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Field Guide: Maunakea Marketplace

The year of the water dragon kicks off on January 23. To get into the festive spirit, head down to one of Chinatown’s busiest marketplaces. Kung hee fat choy!


Maunakea Marketplace Food Court and Market

Need bok choy plus a live bullfrog to serve with it? You’re in luck. Get to the marketplace early and you’ll find mountains of fresh produce, seafood and who knows what else. If you get hungry, just about every Asian nation is represented in the food court. It’s elbow-to-elbow inside, but there’s usually room outside in the courtyard. Don’t count on the courtyard’s clock tower for the time though. The hands have been stuck at 8:17 for the last eight years. Nobody seems to mind. The clock’s obnoxious hourly chime used to drive the tenants and neighbors crazy.

Bullfrogs, flounders and lions, oh my! Above, Au’s Shaolin Arts Society student Qamdon Josue learns to keep the beat.


Kimi’s can literally be your one-stop shop. Row after row of varying sizes of Buddha, 24-karat gold plated Chinese zodiac animals, neko cats and jade and ceramic figurines line the shelves. Long faux Swarovski crystal necklaces in every color of the rainbow hang off hooks above mini boxes of glass, glow-in-the-dark beads and earrings. Racks of women’s clothing fill the middle of the store. But the most popular are the feng shui items, says manager Sabrina Stephens. “Because of the economy, everyone needs something to believe in,” she says. 1120 Maunakea Marketplace, Suite 189, 524-6698.

Did you know?

Chinatown’s annual Lunar New Year block party is January 14, and that means lion dancing. We spoke with lion dance choreographer Seng Au, of Au’s Shaolin Arts Society, to learn more:

1) The proper way to interact with a lion is to feed it. As mythical, heavenly creatures, lions are vegetarian, subsisting on cabbage heads fortified with cash. You can just feed them straight cash.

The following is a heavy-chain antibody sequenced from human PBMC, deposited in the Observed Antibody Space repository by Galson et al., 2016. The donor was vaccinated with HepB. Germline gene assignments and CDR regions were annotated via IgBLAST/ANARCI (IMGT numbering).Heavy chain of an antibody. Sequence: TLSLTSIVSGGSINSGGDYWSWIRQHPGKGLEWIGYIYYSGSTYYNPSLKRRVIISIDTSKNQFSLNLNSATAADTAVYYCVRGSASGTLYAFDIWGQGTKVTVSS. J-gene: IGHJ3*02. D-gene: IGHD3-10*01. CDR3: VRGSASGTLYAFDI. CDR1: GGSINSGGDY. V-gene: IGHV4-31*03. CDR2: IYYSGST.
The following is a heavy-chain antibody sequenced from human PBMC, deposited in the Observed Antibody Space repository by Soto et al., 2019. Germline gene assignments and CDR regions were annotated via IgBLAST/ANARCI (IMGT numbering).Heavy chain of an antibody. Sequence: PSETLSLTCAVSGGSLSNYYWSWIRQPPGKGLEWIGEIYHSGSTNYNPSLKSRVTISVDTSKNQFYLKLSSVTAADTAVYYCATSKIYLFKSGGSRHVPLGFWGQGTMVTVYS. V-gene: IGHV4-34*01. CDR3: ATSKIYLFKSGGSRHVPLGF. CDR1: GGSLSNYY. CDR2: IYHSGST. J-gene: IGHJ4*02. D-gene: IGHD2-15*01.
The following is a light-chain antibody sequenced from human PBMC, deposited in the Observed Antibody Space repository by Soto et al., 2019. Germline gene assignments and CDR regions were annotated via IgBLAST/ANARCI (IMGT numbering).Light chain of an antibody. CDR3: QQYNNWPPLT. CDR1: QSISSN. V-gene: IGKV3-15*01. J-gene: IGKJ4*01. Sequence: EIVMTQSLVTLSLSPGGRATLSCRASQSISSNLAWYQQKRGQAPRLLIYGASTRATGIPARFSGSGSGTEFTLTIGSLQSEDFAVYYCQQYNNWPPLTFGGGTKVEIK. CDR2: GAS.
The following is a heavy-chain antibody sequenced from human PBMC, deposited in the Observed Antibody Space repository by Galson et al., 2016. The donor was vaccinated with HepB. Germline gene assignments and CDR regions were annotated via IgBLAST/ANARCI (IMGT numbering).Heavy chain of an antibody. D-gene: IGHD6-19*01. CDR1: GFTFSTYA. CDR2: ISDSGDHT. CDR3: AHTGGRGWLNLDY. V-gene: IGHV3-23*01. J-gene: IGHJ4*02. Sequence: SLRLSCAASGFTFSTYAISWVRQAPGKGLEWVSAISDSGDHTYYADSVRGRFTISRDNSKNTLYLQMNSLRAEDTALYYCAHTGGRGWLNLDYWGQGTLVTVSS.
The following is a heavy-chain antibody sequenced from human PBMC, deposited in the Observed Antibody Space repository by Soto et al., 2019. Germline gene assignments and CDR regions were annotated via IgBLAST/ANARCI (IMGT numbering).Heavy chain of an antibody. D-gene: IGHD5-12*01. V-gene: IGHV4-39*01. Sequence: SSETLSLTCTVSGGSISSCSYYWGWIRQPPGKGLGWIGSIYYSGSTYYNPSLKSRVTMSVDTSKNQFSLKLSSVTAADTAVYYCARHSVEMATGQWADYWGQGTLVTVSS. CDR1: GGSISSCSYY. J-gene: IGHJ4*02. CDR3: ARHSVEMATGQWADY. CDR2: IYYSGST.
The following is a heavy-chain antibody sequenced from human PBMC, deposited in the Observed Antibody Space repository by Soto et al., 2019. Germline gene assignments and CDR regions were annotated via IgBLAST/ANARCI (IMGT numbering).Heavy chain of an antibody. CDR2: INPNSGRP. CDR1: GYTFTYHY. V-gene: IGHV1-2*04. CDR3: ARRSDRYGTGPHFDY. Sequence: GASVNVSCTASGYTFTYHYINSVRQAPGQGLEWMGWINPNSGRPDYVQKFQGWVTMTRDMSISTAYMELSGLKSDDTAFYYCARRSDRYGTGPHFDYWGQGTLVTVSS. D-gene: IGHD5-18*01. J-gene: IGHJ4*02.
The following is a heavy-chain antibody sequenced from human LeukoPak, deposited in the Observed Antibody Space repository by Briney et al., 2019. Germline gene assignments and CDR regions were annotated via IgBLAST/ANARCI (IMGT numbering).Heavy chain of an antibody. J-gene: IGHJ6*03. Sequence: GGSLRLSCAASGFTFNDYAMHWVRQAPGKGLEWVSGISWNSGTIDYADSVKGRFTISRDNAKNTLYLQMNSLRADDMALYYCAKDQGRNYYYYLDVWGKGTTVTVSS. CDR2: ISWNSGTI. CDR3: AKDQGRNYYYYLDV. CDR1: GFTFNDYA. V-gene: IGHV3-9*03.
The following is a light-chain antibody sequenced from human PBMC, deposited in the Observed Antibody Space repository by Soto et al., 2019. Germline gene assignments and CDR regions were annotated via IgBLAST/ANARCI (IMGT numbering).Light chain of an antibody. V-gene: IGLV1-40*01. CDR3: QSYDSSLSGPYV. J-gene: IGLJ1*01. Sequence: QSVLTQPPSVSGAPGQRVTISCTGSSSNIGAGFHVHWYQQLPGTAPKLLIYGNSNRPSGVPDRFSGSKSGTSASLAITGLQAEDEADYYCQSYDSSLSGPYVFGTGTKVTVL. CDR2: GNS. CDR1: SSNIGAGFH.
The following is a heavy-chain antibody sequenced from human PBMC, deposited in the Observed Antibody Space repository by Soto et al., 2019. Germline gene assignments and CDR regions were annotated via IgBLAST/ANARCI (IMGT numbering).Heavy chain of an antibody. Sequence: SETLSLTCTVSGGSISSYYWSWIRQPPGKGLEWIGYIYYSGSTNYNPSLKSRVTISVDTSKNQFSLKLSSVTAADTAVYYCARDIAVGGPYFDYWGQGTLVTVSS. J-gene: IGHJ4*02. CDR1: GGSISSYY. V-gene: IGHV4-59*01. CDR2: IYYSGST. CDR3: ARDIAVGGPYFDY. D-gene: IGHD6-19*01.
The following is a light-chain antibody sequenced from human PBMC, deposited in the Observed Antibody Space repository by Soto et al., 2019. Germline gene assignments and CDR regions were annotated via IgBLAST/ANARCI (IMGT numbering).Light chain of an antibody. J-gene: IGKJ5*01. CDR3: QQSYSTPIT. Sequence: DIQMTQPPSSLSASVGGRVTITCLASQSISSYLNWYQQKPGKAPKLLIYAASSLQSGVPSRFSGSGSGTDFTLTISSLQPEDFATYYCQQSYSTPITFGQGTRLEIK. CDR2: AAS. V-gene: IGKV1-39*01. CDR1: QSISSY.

2) Old-school lions chase away evil spirits. New-Agey lions do energy exchanges. “We dispel static, stagnant energy and replace it with renewed, vibrant energy,” Au says. “It’s a more positive message.”

Hawaiian Chinese Multicultural Museum

James Ho knows history. This World War II veteran began his teaching career in 1953, helping oversee the Territory of Hawaii’s Hawaiian education program. For the past 14 years, Ho has been giving Hawaiian and Chinese history lessons upstairs in the Maunakea Marketplace. Pews line the middle of the room, giving it an old classroom feeling. “People learn real Hawaiian history,” says Ho. “I grew up in Hawaii on a sugar plantation under the Big Five.” 1120 Maunakea Street, second level.  

At Maunakea Market's Tea Hut, money does grow on trees.

Tea Hut Chinese Gifts

Are you in serious financial straits? Are your relationships in shambles? Do you just have bad luck? Michael Wu, a yang feng shui consultant who trained in Taiwan, says he can help. “I provide professional information and recommendations for customers,” he says. “I try to help people improve luck and prevent misfortune.” Wu’s store specializes in lucky charms, beads, crystals and feng shui figures, such as the Chinese zodiac animals, but also carries a variety of other figures, and wall hangings that make great housewarming gifts. 1120 Maunakea Street, Suite 181, 387-8173.  


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Honolulu Magazine July 2020
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